Which handily brings me to where the site stands at present and how things have altered for us in recent years. When we changed our name from DVD Outsider to the more inclusive Cine Outsider in 2012, we had five regular writers and it was the steady stream of content they delivered and the prospect of spreading our scope even wider that prompted our decision to switch from being a parochial co.uk site to become a more international .com one. It seemed like a good idea at the time. Things have changed a little since then. Most of our previous contributors have moved on to other endeavours, the written review has lost ground in popularity to its YouTube equivalent, and both Camus and I have work and home commitments to navigate before getting down to the reviews we still enjoy writing. We also have had to acknowledge that the disc releases I initially set up the site to cover are on the decline as streaming and digital services gain ground, and while there are still more than enough out there for us to cover (and I mean that literally – there's no way we could review everything we want to in our customary detail), it does mean that the news stories we used to post each day have become a little thin on the ground, reducing our weekly output further.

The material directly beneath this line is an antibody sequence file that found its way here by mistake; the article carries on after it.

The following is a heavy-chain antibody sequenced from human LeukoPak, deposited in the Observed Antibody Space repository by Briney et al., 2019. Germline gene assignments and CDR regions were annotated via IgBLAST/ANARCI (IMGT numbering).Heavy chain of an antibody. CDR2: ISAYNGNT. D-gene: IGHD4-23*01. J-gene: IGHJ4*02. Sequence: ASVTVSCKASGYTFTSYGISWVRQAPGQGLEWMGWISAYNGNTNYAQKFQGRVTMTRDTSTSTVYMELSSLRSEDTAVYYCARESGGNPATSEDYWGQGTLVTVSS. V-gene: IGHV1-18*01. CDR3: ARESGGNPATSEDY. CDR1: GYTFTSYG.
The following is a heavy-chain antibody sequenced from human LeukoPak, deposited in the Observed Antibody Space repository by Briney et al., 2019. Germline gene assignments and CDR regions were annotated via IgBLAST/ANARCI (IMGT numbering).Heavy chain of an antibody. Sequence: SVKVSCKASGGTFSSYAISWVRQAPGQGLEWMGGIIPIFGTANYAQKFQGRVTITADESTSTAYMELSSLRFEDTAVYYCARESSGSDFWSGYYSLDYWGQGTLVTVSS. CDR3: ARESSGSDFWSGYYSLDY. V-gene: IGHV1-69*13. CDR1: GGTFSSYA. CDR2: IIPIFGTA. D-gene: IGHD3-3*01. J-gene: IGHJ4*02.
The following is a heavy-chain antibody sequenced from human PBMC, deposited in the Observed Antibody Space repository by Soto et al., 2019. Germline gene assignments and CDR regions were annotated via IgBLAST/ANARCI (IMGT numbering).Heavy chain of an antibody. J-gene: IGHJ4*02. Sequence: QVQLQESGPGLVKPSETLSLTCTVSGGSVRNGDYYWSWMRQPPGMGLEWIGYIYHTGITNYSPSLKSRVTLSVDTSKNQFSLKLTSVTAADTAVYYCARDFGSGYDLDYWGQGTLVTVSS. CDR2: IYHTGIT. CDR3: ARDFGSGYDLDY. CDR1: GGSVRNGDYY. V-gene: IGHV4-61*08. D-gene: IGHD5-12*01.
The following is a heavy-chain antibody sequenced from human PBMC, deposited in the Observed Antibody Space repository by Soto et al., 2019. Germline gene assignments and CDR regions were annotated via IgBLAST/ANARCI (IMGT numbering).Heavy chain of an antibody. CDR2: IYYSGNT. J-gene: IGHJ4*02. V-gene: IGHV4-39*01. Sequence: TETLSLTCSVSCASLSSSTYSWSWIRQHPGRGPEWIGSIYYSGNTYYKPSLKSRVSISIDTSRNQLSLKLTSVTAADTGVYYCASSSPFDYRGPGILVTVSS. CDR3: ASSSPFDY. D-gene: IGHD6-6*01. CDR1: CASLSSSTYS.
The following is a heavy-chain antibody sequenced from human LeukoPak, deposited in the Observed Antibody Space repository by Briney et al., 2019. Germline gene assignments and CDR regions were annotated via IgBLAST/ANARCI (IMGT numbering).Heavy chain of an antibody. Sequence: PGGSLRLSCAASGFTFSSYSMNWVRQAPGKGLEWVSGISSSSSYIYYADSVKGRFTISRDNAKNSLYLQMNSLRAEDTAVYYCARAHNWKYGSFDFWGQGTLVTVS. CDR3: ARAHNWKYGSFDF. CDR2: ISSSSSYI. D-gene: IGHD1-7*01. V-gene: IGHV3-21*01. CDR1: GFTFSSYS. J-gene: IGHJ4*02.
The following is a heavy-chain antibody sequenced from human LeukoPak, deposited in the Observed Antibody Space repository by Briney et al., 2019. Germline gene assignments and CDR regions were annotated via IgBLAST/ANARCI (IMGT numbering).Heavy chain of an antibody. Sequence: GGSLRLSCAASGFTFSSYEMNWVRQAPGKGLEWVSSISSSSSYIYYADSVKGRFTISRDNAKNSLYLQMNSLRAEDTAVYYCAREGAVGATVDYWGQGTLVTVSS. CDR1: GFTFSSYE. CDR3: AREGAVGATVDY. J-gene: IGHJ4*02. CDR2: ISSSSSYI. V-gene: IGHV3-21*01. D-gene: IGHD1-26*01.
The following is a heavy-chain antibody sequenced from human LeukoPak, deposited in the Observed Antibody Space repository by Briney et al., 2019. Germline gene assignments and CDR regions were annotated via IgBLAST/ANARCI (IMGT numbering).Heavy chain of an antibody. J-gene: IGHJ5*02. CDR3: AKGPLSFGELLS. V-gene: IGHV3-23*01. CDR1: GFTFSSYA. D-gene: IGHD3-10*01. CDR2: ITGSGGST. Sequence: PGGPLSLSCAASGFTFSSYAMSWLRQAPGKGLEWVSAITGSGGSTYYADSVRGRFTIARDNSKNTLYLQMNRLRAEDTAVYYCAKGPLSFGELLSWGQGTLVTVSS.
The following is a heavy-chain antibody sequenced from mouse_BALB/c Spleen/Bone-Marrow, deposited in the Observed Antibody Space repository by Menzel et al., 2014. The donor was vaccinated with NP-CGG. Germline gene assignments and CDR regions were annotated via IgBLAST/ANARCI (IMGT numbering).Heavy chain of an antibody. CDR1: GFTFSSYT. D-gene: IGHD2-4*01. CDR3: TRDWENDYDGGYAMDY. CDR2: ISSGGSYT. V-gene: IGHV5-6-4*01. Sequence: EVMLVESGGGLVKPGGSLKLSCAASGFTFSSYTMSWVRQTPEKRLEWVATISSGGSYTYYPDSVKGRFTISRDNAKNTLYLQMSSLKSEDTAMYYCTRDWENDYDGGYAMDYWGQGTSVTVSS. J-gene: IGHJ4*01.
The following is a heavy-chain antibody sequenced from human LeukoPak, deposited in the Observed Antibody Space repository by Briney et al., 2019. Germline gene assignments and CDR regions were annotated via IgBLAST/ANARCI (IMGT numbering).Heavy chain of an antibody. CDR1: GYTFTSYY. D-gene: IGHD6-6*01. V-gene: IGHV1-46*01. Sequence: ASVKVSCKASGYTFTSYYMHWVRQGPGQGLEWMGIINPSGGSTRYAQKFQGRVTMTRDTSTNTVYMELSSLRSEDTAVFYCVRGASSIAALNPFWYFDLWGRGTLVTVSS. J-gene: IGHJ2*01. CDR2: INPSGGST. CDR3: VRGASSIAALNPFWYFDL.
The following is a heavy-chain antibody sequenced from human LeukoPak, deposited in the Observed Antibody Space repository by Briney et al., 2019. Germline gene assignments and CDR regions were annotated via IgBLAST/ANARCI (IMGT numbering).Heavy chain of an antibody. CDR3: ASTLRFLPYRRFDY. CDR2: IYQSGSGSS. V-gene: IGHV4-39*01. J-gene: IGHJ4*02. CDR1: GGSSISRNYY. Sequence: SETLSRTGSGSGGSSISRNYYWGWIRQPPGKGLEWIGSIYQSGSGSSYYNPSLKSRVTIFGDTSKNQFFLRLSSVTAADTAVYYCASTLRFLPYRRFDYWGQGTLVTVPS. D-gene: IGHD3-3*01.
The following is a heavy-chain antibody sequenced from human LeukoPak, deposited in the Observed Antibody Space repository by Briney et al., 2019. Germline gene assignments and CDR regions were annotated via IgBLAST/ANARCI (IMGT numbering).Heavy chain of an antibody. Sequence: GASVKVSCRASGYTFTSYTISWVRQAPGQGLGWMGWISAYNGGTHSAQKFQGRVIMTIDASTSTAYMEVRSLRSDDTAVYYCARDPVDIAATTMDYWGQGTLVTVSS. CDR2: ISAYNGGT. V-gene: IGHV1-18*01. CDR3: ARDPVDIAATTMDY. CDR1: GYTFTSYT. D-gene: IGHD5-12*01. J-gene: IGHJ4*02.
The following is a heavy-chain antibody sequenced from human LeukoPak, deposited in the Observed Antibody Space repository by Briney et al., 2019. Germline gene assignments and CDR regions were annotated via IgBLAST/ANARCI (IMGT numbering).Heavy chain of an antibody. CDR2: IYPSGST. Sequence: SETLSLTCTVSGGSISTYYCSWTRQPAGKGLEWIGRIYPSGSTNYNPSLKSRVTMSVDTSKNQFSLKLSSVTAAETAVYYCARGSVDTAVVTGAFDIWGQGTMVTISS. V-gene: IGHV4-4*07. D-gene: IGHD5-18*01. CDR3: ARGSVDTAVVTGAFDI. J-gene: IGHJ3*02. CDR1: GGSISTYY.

It's also worth re-stating here that Outsider was never intended as a commercial venture and we have never taken advertising or set up a Patreon account to fund our endeavours. This does mean that the site provides us with no income (it actually costs me money to run), and we and other contributors have to eat and keep roofs over our heads, which is why I still have to devote so much time to a day job that doesn't pay enough to justify the effort I and my pay-frozen colleagues put in. This has made the site feel even more niche than it did before, and almost makes me wish I could now dump the Cine Outsider name and go for something quirkier that better reflects this small-scale nature of the enterprise as it stands. I also like the idea of reverting to a co.uk site, then I wouldn't get all these wearisome American spam emails for drugs, flight simulators, woodworking plans (honestly), weapons, mad fad foods, medical complaints, conspiracy theories and the approaching apocalypse, or those curious ones I get each day written entirely in Russian. But having already been through one identity change, I'm not sure the hassle of doing it again is justified for what would be no more than a cosmetic alteration.